Acinic cell carcinoma (M)1 (2.7)
Salivary duct carcinoma (M)1 (2.7)
Carcinoma ex pleomorphic adenoma (M)1 (2.7)
Squamous cell carcinoma (M)1 (2.7)
Hodgkin’s lymphoma (M)1 (2.7)
Squamous cell carcinoma on one side and adenolymphoma on the opposite side (M)1 (2.7)
Total37 (100)

Abbreviations: B, benign tumors; M, malignant tumors.

#### 4.1. Image Quality of the Intraparotid Facial Nerve

The intraparotid facial nerve showed a high signal intensity in both 3D-SHINKEI and 3D-T2-FFE sequences. For both the main trunk and the first branches, the image quality score was higher with the 3D-SHINKEI sequence compared to the 3D-T2-FFE sequence. The subjective scores for the 3D-SHINKEI and 3D-T2-FFE sequences were 4.20 ± 0.55 and 3.13 ± 0.57, respectively (Z = −6.197, P < 0.001). The SIR was significantly higher with the 3D-SHINKEI sequence as compared to the 3D-T2-FFE sequence (2.23 ± 0.68 and 1.02 ± 0.20, respectively; t = 10.772, P < 0.001). Also, the CNR findings were similar to SIRs (Table 2).

Table 2. Comparison of the signal intensity ratio (SIR) and contrast-to-noise ratio (CNR) of sequences in 36 patients with parotid tumors a
VariablesSIRCNR
3D-SHINKEI2.23 ± 0.680.59 ± 0.14
3D-T2-FFE1.02 ± 0.200.28 ± 0.09
t-value10.77211.586
P-value0.0000.000

Abbreviations: 3D-SHINKEI, three-dimensional sheath inked rapid acquisition with refocused echoes imaging; 3D-T2-FFE, three-dimensional T2-fast field echo.

a Values are expressed as mean ± SD.

#### 4.2. Evaluation of the Intraparotid Facial Nerve in Patients with Parotid Tumors and Its Anatomical Relationship with Tumors

The image quality assessment results of the intraparotid facial nerve and its first-level branches in patients with parotid tumors are presented in Table 3. Compared to the intraoperative anatomical findings, there was a significant difference in the accuracy of the two sequences in representing the relationship between the main trunk of the facial nerve and its first-level branches in all 37 tumors. The accuracy was measured to be 91.9% (34/37) for the 3D-SHINKEI sequence and 51.4% (19/37) for the 3D-T2-FFE sequence (P = 0.001). The relationship between the main trunk of the facial nerve and its first-level branches and parotid tumors in the 3D-SHINKEI sequence was accurately displayed and classified into the following six types:

- Type 1: The location of the main trunk and first-level branches of the facial nerve did not change by parotid tumors. There were 10 cases consistent with this type on the 3D-SHINKEI images.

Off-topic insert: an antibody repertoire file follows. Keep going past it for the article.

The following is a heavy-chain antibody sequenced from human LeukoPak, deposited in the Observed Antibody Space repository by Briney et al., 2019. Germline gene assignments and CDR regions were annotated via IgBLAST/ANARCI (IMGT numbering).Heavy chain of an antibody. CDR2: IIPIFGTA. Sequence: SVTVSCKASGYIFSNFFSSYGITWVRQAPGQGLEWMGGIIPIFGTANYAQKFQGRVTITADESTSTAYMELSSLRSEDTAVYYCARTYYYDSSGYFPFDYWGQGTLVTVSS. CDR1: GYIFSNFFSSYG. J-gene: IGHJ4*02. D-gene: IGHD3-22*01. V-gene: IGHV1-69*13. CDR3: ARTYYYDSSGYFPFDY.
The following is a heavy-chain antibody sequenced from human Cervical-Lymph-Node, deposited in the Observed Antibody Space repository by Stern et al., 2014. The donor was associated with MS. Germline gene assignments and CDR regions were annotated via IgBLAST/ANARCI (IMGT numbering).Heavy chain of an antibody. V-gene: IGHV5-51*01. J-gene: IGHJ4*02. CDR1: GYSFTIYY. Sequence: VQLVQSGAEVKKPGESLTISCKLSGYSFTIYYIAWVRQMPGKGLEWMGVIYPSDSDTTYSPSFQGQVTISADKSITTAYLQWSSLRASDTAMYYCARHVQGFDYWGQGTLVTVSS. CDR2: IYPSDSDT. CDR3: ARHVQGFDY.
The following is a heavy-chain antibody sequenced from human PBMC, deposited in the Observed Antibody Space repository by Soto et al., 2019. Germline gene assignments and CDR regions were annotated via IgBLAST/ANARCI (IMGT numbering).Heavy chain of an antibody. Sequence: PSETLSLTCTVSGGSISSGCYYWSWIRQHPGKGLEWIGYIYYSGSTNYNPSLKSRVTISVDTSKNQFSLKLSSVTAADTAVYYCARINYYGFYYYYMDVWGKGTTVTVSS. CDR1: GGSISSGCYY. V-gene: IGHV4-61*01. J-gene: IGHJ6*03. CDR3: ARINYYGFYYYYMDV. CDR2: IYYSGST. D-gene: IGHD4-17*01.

Table 3. Comparison of the visibility of the main trunk and first-level branches of the facial nerve between the two sequences in 36 patients with parotid gland tumors (37 tumors) a
VariablesMain Trunk of the Facial Nerve (37)Temporofacial Trunk (37)Cervicofacial Trunk (37)
3D-SHINKEI37 (100)34 (91.2)35 (94.6)
3D-T2-FFE35 (94.6)19 (51.4)24 (64.9)
P-value0.7820.0010.014

a Values are expressed as No. (%).

- Type 2: The temporofacial trunk was compressed by a parotid tumor, and its position was changed. Images of eight patients were categorized in this group.

- Type 3: The cervicofacial trunk was compressed by a tumor, which changed its anatomy. Five cases belonged to this category.

- Type 4: Both of the main first-level branches of the facial nerve (temporofacial and cervicofacial trunks) were compressed by a parotid tumor, and their positions were changed. This anatomical relationship was determined in three patients.

- Type 5: The main trunk and first-level branches of the facial nerve were surrounded by a parotid tumor, as found in four patients (Figure 1).

Figure 1. (A) A 54-year-old woman with basal cell adenoma; (B) a 26-year-old woman with pleomorphic adenoma; (C) a 66-year-old man with pleomorphic adenoma; (D) a 28-year-old woman with pleomorphic adenoma; and (E) a 38-year-old man with pleomorphic adenoma. The relationships between the main trunk of the facial nerve and its first-level branches with tumors are shown successively in post-reconstruction 3D-SHINKEI sequence images (arrow); and (F & G) histopathology of pleomorphic adenoma and basal cell adenoma (hematoxylin-eosin staining, ×400).

- Type 6: The main trunk and first-level branches of the facial nerve were invaded by a parotid tumor, as found in four patients (Figure 2).

Figure 2. A 29-year-old woman with acinic cell carcinoma: (A) tumor side and (B) healthy side. Both the main trunk of the facial nerve and first-level branches (long arrow: cervicofacial trunk; short arrow: temporofacial trunk) on the tumor side are thicker than the healthy side; (C) intraoperative anatomy; and (D) histopathology (hematoxylin-eosin staining, ×400).

Three lesions were affected by artifacts or the large size of tumors, obliterating the anatomical relationship with the facial nerve on 3D-SHINKEI images. Unlike benign parotid tumors, malignant parotid tumors can invade the facial nerve. The main trunk and first-level branches of the facial nerve changed in type 6 tumors due to tumor infiltration. The 3D-SHINKEI images of four patients with malignant tumors were characterized by a thickening diameter, signal enhancement, and non-uniformity of the main trunk and first-level branches (Figure 2); in one case, only the first-level branches of the facial nerve were involved.

### 5. Discussion

Knowledge of the anatomy of the facial nerve in the parotid gland can be helpful in surgical planning. Different strongly T2- or T2*-weighted volume 3D MRI sequences have been advocated for evaluating the peripheral nerves, including 3D gradient-recalled acquisition in steady state (3D-GRASS), 3D constructive interference in steady state (3D-CISS), and 3D fast imaging employing steady-state acquisition (3D-FIESTA) (9-11). The peripheral nerves showed a low signal intensity, while the cerebrospinal fluid showed a high signal intensity in these sequences. Therefore, the main trunk of the facial nerve and its main branches (temporofacial and cervicofacial trunks) were not surrounded by a fluid material, resulting in the insufficient signal contrast of the image. The facial nerve branches in the parotid gland parenchyma were particularly thin in diameter, and it was difficult to distinguish them from the peripheral vascular signals.